Natural killer cells

The rising role of natural killer cells in patients with malignant hematological disorders and in recipients of hematopoietic stem cell transplantation

Published on: 1st October, 2019

OCLC Number/Unique Identifier: 8333010200

Natural killer (NK) cells, the third population of lymphoid cells, comprise 5%-25% of peripheral blood (PB) lymphocytes and represent the first line of defense against infections and tumors [1-7]. They can be derived from: bone marrow, PB, cryopreserved umbilical cord blood (UCB), human embryonic stem cells (hESCs), induced pluripotent stem cells (iPSCs), and various cell lines such as NK-92 and KHYG-1 [1]. NK cells; which have been divided into cytotoxic, tolerant, and regulatory subsets; are classified into: (1) naïve CD56 bright CD 16 dim CD 3 dim cells, (2) mature CD56 dim CD16 bright CD3 dim cells, and (3) lymphoid tissue-resident CD69+/CXCR6+ NK cells [1,2,8-11]. Although NK cells have been traditionally considered as part of the innate immune system, they have recently been shown to exhibit many of the features associated with adaptive immunity [8,12]. The functions of NK cells which are influenced by several cytokines include: elimination of infected cells, destruction of cancer cells, reducing the incidence of graft versus host disease (GVHD) following hematopoietic stem cell transplantation (HSCT), and regulation of pregnancy outcome [10,11,13]. 
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Natural killer cells in patients with hematologic malignancies, solid tumors and in recipients of hematopoietic stem cell transplantation

Published on: 9th December, 2019

OCLC Number/Unique Identifier: 8440596237

Natural killer cells represent the first line of defense against infections and tumors and can be derived from various sources including: bone marrow, peripheral blood, specific types of human stem cells, and certain cell lines. The functions of natural killer cells are influenced by: several cytokines, activating and inhibitory receptors, as well as other immune cells such as dendritic cells and mesenchymal stem cells. Natural killer cells are attractive candidates for adoptive cellular therapy in patients with hematologic malignancies and solid tumors in addition to recipients of various forms of hematopoietic stem cell transplantation as they enhance antitumor effects without causing graft versus host disease. Several clinical trials have shown safety and efficacy of natural killer cell products obtained from autologous as well as allogeneic sources and used in conjunction with cytotoxic chemotherapy, monoclonal antibodies and novel agents. The following review, which includes extensive literature review on several aspects of natural killer cells, will give particular attention to: the rising role of natural killer cell therapies in patients with malignant hematological disorders, solid tumors and in recipients of stem cell therapies; preparation and manufacture of natural killer cell products; challenges facing the utilization of this form of cellular therapy including evolution of resistance; and maneuvers that can be employed to enhance the efficacy of natural killer cell therapies as well as suggested solutions to resolve the remaining challenges.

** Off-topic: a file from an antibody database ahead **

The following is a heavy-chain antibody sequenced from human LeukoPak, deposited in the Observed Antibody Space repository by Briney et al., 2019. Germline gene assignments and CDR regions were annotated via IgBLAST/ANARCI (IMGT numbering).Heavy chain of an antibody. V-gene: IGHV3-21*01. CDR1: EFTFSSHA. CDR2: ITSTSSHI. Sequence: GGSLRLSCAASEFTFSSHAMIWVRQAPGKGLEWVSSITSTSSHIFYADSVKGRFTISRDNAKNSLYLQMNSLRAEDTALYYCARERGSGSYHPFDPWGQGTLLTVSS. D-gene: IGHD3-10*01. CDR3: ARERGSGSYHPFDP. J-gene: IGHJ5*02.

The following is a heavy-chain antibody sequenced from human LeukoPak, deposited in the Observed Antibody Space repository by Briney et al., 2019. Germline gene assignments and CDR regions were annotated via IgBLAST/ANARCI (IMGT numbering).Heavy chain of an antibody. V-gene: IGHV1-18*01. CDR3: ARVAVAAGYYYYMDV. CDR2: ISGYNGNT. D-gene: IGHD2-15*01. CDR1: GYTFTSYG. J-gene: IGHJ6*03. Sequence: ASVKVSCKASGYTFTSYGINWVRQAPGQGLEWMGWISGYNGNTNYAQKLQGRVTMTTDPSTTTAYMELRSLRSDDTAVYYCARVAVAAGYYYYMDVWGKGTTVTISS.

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The beneficial effects of varicella zoster virus

Published on: 15th July, 2019

OCLC Number/Unique Identifier: 8186245399

Varicella zoster virus behaves differently from other herpes viruses as it differs from them in many aspects. Recently, there has been growing evidence on the beneficial effects of the virus in immune compromised hosts and these effects are translated into prolongation of survival. The reported beneficial effects of the virus include: (1) stimulation of bone marrow activity in patients with hematologic malignancies and bone marrow failure syndromes, (2) antitumor effects in various hematologic malignancies and solid tumors, and (3) association with graft versus host disease which has anticancer effects. Additionally, there are several reports on the safety of the live-attenuated even in severely immune suppressed individuals and on the emerging role of the virus in cancer immunotherapy. In this review, the following aspects of the virus will be thoroughly discussed: (1) new data on the genetic background, pathogenesis, vaccination, and new therapeutic modalities; (2) bone marrow microenvironment and hematopoiesis; (3) cells involved in the pathogenesis of the virus such as: mesenchymal stem cells, dendritic cells, natural killer cells, T-cells and mononuclear cells; (4) cellular proteins such as open reading frames, glycoproteins, promyelocytic leukemia protein, chaperons, and SUMOs; (5) extracellular vesicles, exosomes, and micro-RNAs; and (6) signaling pathways, cytokines, and interferons.
Cite this ArticleCrossMarkPublonsHarvard Library HOLLISGrowKudosResearchGateBase SearchOAI PMHAcademic MicrosoftScilitSemantic ScholarUniversite de ParisUW LibrariesSJSU King LibrarySJSU King LibraryNUS LibraryMcGillDET KGL BIBLiOTEKJCU DiscoveryUniversidad De LimaWorldCatVU on WorldCat